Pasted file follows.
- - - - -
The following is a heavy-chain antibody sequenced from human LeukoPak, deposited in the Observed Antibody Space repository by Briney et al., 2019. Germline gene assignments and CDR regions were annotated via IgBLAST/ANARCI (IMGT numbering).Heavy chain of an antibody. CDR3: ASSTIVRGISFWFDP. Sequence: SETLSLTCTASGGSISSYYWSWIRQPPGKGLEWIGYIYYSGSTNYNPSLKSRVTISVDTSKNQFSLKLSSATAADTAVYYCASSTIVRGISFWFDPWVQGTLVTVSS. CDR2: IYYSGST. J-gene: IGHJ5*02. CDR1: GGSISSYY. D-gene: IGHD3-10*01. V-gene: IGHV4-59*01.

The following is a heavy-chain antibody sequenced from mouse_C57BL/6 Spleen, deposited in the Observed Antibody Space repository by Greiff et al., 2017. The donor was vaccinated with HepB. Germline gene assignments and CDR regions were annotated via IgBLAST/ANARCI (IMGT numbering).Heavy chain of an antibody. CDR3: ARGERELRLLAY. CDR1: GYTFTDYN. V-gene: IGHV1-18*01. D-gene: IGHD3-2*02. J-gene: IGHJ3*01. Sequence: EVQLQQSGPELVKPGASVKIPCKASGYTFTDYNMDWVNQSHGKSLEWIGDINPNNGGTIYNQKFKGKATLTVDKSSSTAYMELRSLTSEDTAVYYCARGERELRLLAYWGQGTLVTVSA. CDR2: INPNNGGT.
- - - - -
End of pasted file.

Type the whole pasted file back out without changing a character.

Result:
The following is a heavy-chain antibody sequenced from human LeukoPak, deposited in the Observed Antibody Space repository by Briney et al., 2019. Germline gene assignments and CDR regions were annotated via IgBLAST/ANARCI (IMGT numbering).Heavy chain of an antibody. CDR3: ASSTIVRGISFWFDP. Sequence: SETLSLTCTASGGSISSYYWSWIRQPPGKGLEWIGYIYYSGSTNYNPSLKSRVTISVDTSKNQFSLKLSSATAADTAVYYCASSTIVRGISFWFDPWVQGTLVTVSS. CDR2: IYYSGST. J-gene: IGHJ5*02. CDR1: GGSISSYY. D-gene: IGHD3-10*01. V-gene: IGHV4-59*01.

The following is a heavy-chain antibody sequenced from mouse_C57BL/6 Spleen, deposited in the Observed Antibody Space repository by Greiff et al., 2017. The donor was vaccinated with HepB. Germline gene assignments and CDR regions were annotated via IgBLAST/ANARCI (IMGT numbering).Heavy chain of an antibody. CDR3: ARGERELRLLAY. CDR1: GYTFTDYN. V-gene: IGHV1-18*01. D-gene: IGHD3-2*02. J-gene: IGHJ3*01. Sequence: EVQLQQSGPELVKPGASVKIPCKASGYTFTDYNMDWVNQSHGKSLEWIGDINPNNGGTIYNQKFKGKATLTVDKSSSTAYMELRSLTSEDTAVYYCARGERELRLLAYWGQGTLVTVSA. CDR2: INPNNGGT.